Ezekiel 23:6
Which were clothed with blue, captains and rulers, all of them desirable young men, horsemen riding upon horses.
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(6) Horsemen.—The Assyrians, like the Egyptians, made large use of cavalry, as was necessary to a warlike nation; the multiplication of horses had on this account been forbidden to the Israelites (Deuteronomy 17:16).

23:1-49 A history of the apostacy of God's people from him, and the aggravation thereof. - In this parable, Samaria and Israel bear the name Aholah, her own tabernacle; because the places of worship those kingdoms had, were of their own devising. Jerusalem and Judah bear the name of Aholibah, my tabernacle is in her, because their temple was the place which God himself had chosen, to put his name there. The language and figures are according to those times. Will not such humbling representations of nature keep open perpetual repentance and sorrow in the soul, hiding pride from our eyes, and taking us from self-righteousness? Will it not also prompt the soul to look to God continually for grace, that by his Holy Spirit we may mortify the deeds of the body, and live in holy conversation and godliness?The army of the Assyrians is described. War-horses formed an important part in the armies of Assyria and Egypt; Israel was deficient in this respect Isaiah 36:8. 6. blue—rather, "purple" [Fairbairn]. As a lustful woman's passions are fired by showy dress and youthful appearance in men, so Israel was seduced by the pomp and power of Assyria (compare Isa 10:8).


Clothed with blue; richly apparelled, and, as the humour of that nation, in rich and beautiful blue, very magnificent to the eye.

Captains; daring, valiant men, and fit for wars, who might defend the Jews in time of danger.

Rulers; worthy of authority, and fit to govern in times of peace.

Desirable young men; young and vigorous, full of beauty and strength to commend them to the desire and choice.

Horsemen riding upon horses; skilful in riding, and well furnished with choice horses, on which these deluded apostatizing Israelites relied for help, as appears, Hosea 14:3.

Which were clothed with blue,.... A colour the Assyrians were fond of, and clothed their soldiers in, and was taking to the eye; and is mentioned, because that men, finely clothed find beautifully arrayed, are more engaging to women, who are fond of dress:

captains and rulers; men of power and authority in military and civil affairs, either in the camp, or in the court; officers either in the army, or in the king's palace; and which was a recommendation of them:

desirable young men; for their youth, strength, beauty, and honourable employments and offices:

horsemen riding upon horses: of which there was a scarcity in Judea; wherefore such were the more desirable to them, as appearing more grand, and being more serviceable and helpful to them.

Which were clothed with blue, captains and rulers, all of them desirable young men, horsemen riding upon horses.
6. captains and rulers] Or, governors and satraps, cf. Nehemiah 4:14; Nehemiah 5:15.

Verse 6. - Clothed with blue. The same word as that used in the description of the tabernacle (Exodus 26:4; Exodus 26:31, et al.). It was probably some hue of the Tyrian purple kind which marked the official dress of the "captains" of the Assyrian armies. The words, with those that follow, bring before us the magnificent array of the Assyrian cavalry - a force in which Israel, throughout its history, was deficient (Judges 5:10; Zechariah 9:9; Isaiah 36:8.). Ezekiel 23:6Samaria's Whoredom and Punishment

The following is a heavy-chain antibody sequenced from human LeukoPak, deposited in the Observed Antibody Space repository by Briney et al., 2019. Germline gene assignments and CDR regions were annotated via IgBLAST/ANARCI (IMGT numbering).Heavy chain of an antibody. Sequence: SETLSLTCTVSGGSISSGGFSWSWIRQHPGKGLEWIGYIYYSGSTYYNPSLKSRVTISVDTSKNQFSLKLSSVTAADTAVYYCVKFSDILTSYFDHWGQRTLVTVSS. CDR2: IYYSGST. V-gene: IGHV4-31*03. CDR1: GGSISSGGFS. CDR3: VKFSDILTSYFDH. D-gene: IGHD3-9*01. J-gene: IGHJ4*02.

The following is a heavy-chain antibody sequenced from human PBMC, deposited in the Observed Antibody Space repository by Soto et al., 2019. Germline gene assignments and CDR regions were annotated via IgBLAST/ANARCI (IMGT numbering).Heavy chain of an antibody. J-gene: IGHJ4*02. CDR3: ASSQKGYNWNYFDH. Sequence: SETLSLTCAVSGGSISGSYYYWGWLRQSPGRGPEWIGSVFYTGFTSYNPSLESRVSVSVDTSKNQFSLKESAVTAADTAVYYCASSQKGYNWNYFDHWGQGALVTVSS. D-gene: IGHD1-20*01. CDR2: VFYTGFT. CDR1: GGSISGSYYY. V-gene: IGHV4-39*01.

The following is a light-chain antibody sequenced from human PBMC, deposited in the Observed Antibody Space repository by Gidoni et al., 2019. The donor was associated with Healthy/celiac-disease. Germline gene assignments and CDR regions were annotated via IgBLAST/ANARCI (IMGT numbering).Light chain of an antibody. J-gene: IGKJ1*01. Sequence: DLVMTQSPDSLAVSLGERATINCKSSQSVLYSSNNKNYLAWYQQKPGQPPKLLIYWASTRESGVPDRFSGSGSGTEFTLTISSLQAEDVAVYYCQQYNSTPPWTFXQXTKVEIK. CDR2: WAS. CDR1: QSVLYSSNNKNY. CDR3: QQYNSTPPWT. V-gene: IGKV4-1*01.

Ezekiel 23:5. And Oholibah played the harlot under me, and burned towards her lovers, even as far as Assyria, standing near; Ezekiel 23:6. Clothed in purple, governors and officers, all of them choice men of good deportment, horsemen riding upon horses. Ezekiel 23:7. And she directed her whoredom toward them, to the choice of the sons of Assyria all of them, and with all towards whom she burned, with all their idols she defiled herself. Ezekiel 23:8. Also her whoredom from Egypt she did not give up; for they had lain with her in her youth, and they had handled her virgin bosom, and had poured out their lust upon her. Ezekiel 23:9. Therefore I have given her into the hand of her lovers, into the hand of the sons of Assyria, towards whom she was inflamed. Ezekiel 23:10. They uncovered her nakedness, took away her sons and her daughters, and slew her with the sword, so that she became a legend among the women, and executed judgments upon her. - Coquetting and whoring with Assyria and Egypt denote religious and political leaning towards and connection with these nations and kingdoms, including idolatry and the formation of alliances with them, as in Ezekiel 16. תּחתּי is to be interpreted in accordance with תּחת אישׁהּ (Ezekiel 16:32). עגּב, which only occurs in Ezekiel and once in Jeremiah, denotes the eager desire kindled by passionate love towards any one. By the words אל־אשּׁוּר the lovers are more precisely defined. קרובים without an article is not an adjective, belonging to מאהביה, but in apposition, which is continued in the next verse. In these appositions the particular features, which excited the ardent passion towards the lovers, are pointed out. קרוב is not to be taken in an outward or local sense, but as signifying inward or spiritual nearness: standing near, equivalent to inwardly related, as in Psalm 38:12; Job 19:14. The description given of the Assyrians in Ezekiel 23:6 contains the thought that Israel, dazzled by Assyria's splendour, and overpowered by the might of that kingdom, had been drawn into intercourse with the Assyrians, which led her astray into idolatry. The predicate, clothed in purple, points to the splendour and glory of this imperial power; the other predicates, to the magnitude of its military force. פחות וּסגנים are rulers of higher and lower grades (cf. Jeremiah 51:57). "Here the expression is a general one, signifying the different classes of office-bearers in the kingdom" (Hvernick). With regard to פּחה, see my comm. on Haggai 1:1; and for סגן, see Delitzsch on Isaiah 41:25. "Riding upon horses" is added to פּרשׁים to denote the noblest horsemen, in contrast to riders upon asses and camels (cf. Isaiah 21:7). In Ezekiel 23:7 בּכּל־גּלּוּליהםhem is in apposition to בּכל אשׁר־עגבה, and defines more precisely the instigation to pollution: with all towards whom she burned in love, namely, with all their (the lovers') idols. The thought is as follows: it was not merely through her intercourse with the Assyrians that Israel defiled herself, but also through their idols. At the same time, Samaria did not give up the idolatry which it had derived from Egypt. It was from Egypt that the worship of God under the image of the golden calves had been imported. The words are much too strong for us to understand them as relating simply to political intercourse, as Hitzig has done. We have already observed at Ezekiel 20:7, that even in Egypt itself the Israelites had defiled themselves with Egyptian idolatry, as is also stated in Ezekiel 23:8. - Ezekiel 23:9, Ezekiel 23:10. As a punishment for this, God gave Samaria into the power of the Assyrians, so that they executed judgment upon the harlot. In Ezekiel 23:10 the prophecy passes from the figure to the fact. The uncovering of the nakedness consisted in the transportation of the sons and daughters, i.e., the population of Samaria, into exile by the Assyrians, who slew the woman herself with the sword; in other words, destroyed the kingdom of Samaria. Thus did Samaria become a name for women; that is to say, her name was circulated among the nations, her fate became an object of conversation and ridicule to the nations, not "a nickname for the nations," as Hvernick supposes (vid., Ezekiel 36:3). שׁפוּטים, a later form for שׁפטים (cf. Ezekiel 16:41).